By law, employees can take up to 12 weeks ofeach year. Your organization can, if it chooses, grant an extension.
But make sure it's clear to employees when you have and haven't granted such an extension. Simply requesting more details and anrecertification form don't equal your automatic approval of the FMLA extension. But an employee may see it that way (as in the following case).
Recent case: Amy Johnson worked for Vintage Pharmaceuticals when she learned that she was pregnant. Due to complications, she quickly ate through her 12 weeks' FMLA leave.
Johnson asked for more FMLA leave time, so Vintage told her to fill out anand obtain a medical recertification from her doctors. This, she argued, amounted to an enforceable guarantee that the company would extend her FMLA leave beyond 12 weeks.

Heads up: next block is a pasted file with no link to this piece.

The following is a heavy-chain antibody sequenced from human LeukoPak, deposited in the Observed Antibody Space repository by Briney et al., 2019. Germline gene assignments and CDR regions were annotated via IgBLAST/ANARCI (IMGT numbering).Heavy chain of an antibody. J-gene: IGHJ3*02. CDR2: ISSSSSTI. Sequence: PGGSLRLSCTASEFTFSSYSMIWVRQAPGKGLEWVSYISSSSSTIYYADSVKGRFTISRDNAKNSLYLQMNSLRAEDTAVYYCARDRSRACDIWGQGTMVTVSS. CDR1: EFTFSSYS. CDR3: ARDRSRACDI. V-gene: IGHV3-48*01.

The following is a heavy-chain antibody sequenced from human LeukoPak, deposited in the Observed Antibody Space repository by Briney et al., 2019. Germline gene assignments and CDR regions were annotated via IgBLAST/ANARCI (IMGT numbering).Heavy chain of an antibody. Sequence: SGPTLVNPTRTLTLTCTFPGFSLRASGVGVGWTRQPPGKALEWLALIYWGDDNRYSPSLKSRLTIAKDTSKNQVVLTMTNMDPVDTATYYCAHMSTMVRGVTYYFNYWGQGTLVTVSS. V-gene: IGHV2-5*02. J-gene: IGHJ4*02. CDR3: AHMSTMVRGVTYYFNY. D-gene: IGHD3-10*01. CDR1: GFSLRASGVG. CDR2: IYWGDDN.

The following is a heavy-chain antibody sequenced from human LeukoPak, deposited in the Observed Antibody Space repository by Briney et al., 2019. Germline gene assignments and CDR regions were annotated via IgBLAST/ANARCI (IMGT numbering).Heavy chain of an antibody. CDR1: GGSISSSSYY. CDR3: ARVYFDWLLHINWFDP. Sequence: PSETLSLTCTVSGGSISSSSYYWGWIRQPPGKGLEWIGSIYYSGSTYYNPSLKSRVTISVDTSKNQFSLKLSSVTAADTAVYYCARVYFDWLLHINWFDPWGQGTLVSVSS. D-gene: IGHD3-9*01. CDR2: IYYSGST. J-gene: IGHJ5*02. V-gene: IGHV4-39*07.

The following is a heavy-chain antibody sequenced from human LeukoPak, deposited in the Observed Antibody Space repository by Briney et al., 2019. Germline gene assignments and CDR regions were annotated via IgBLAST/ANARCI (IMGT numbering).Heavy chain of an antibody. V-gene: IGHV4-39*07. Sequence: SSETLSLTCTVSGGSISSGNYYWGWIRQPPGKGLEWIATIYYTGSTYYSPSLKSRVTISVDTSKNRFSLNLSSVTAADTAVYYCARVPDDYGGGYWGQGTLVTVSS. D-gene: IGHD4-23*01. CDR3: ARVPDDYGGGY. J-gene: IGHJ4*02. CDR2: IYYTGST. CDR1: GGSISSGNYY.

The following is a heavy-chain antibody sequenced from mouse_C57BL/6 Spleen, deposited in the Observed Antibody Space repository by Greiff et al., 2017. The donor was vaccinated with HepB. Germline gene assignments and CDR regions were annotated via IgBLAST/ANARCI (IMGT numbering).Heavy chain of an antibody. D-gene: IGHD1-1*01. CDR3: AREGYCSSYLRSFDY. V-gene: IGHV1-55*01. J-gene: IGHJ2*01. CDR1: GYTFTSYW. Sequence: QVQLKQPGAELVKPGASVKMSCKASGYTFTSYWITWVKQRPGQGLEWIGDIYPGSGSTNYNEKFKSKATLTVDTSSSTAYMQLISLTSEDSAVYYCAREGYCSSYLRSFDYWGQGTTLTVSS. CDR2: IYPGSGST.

But the 11th Circuit Appeals Court rejected her claim. While the company could offer more time off, simply asking Johnson to fill out andidn't guarantee her the leave or the chance to sue under the FMLA. At most, she might have a state law claim if she relied on the company's time-off offer. (Johnson v. Vintage Pharmaceuticals, No. 05-13850, 11th Cir., 2006)
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- How do we handle FMLA leave when the time off is less than our usual minimum?